Another Mistress, Another Murder
Following a drink driving incident which left a cyclist injured, Sandy (Annie Heise) decides to make a fresh start in a new town where her old high school friend Karen (Kendra Anderson - Paper Angels) offers her a job as her assistant. And all seems good especially when she meets David (Antonio Cupo - For Better or for Worse) who quickly charms her, coming across as the perfect guy. Unfortunately he not only happens to be married but he is married to Karen which makes things incredibly awkward for Sandy. But things become even more complicated when she learns that a woman David had been having an affair with prior to her was murdered as she is convinced he is the killer.
Anyone got any spare fingers and thumbs for me as I have run out of my own whilst trying to count how many other movies I have watched which used the same idea as the one in "The Good Mistress". That idea is the setup of Sandy falling for a married man who she then comes to suspect is involved in a recent case of a missing/ murdered person making her question and fear whether she will be next. Now I won't tell you exactly what happens but will say that "The Good Mistress" is one of those made for TV movies which leads you down a certain path when it comes to who they want you to think is a dangerous individual but of course you never know, maybe there is a killer twist or even a twisted killer!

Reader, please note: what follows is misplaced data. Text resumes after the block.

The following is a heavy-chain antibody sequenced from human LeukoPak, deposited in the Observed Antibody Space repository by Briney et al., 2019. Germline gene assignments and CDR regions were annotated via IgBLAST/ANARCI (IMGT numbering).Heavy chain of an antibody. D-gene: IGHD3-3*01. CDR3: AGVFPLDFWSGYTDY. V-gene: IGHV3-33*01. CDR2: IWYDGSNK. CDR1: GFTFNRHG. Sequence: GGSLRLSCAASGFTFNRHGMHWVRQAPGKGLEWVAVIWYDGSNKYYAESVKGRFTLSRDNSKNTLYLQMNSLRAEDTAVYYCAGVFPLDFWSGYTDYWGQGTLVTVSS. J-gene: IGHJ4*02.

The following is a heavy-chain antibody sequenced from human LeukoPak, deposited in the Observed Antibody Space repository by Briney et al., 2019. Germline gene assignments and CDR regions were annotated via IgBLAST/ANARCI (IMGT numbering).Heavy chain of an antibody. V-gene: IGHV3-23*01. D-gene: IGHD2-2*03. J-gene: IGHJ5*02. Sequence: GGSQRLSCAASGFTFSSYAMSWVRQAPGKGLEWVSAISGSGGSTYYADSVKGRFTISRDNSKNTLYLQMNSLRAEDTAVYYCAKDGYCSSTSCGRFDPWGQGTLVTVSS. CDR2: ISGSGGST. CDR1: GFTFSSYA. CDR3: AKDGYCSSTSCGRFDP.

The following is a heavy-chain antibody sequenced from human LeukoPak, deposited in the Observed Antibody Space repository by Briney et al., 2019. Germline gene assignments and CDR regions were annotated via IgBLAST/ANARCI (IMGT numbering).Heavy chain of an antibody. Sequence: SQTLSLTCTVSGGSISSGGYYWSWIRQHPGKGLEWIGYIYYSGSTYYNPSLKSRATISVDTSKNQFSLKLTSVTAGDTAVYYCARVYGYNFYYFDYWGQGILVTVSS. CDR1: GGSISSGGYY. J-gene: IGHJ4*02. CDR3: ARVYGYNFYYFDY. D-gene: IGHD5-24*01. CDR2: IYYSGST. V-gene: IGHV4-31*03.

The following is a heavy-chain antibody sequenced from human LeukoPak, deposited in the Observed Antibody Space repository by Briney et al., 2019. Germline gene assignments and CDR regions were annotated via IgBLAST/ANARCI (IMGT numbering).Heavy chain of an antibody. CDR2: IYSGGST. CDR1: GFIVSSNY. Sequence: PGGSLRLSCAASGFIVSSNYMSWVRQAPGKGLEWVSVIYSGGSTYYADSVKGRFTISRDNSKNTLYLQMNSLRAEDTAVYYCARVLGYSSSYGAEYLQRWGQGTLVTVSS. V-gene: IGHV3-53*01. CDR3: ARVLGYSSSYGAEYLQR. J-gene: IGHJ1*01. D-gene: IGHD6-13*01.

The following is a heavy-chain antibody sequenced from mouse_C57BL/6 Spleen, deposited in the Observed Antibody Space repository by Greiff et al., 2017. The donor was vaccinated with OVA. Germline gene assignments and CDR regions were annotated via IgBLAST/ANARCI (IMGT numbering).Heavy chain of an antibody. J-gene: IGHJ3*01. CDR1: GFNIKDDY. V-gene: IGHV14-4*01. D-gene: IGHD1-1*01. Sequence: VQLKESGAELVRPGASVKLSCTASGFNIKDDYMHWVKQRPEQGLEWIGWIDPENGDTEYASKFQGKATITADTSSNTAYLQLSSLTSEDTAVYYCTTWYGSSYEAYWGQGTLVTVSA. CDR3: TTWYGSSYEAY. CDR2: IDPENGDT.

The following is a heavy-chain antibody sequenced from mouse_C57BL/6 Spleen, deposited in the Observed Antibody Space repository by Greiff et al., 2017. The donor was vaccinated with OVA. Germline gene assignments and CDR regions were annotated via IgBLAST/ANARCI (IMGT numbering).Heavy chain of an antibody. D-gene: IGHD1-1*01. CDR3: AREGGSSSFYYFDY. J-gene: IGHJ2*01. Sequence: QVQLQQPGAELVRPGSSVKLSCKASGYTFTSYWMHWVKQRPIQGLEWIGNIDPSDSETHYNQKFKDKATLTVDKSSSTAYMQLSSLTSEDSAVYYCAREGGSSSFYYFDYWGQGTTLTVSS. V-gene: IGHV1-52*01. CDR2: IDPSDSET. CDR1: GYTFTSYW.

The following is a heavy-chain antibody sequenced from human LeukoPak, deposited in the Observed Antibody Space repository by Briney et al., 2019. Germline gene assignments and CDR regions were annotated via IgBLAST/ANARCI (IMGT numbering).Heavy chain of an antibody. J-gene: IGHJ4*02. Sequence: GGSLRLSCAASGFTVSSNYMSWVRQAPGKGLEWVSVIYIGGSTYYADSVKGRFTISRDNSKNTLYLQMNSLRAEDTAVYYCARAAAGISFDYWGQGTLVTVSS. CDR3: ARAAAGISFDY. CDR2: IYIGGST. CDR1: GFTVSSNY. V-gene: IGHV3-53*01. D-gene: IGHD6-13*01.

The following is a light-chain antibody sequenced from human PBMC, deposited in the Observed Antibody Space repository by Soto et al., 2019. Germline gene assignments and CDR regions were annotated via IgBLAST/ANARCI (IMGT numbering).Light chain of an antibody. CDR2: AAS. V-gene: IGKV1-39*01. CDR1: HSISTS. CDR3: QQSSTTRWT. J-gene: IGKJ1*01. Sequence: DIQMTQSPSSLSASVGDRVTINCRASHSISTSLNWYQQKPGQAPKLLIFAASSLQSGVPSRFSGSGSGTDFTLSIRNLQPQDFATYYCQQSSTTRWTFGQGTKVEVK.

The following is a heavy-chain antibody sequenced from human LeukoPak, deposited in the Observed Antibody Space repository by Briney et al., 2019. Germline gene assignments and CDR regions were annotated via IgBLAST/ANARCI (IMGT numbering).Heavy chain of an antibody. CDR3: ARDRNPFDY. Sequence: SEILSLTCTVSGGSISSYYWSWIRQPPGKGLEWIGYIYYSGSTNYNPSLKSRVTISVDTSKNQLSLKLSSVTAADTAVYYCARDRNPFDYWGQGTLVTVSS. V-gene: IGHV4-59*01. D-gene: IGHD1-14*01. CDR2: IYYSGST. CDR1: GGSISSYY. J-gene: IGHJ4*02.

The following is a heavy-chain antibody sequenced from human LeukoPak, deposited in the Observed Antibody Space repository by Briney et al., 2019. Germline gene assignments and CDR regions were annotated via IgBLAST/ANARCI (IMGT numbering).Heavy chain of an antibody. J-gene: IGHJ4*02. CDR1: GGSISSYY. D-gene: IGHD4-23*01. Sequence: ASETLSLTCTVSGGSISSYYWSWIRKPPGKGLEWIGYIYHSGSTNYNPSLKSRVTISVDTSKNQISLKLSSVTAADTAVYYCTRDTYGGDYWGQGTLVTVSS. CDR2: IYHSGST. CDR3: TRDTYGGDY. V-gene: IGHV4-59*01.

Aside from the basic set up there are other distractions thrown in to "The Good Mistress". There is the bit about Sandy having a drink driving accident, there is the fact that David is married to her friend and there is also the owner of the apartment block who seems slightly threatening when it comes to Sandy paying her rent. These things don't add much to the movie but these subplots at least murky the waters a little and make you question whether or not there will be a storyline curve ball thrown at you.
As for the acting, well Annie Heise is likable as Sandy whilst Antonio Cupo delivers plenty of charm as David. But every single character in "The Good Mistress" is written in a generic, made for TV fashion and as such it does two things; firstly it makes them forgettable but secondly it puts a lot of emphasis on an actor's appeal to make the character interesting.
What this all boils down to is that "The Good Mistress" is a straight down the middle made for TV thriller which might entertain those who enjoy the familiar nature of made for TV movies but is likely to bore those who prefer their movie entertainment more big screen.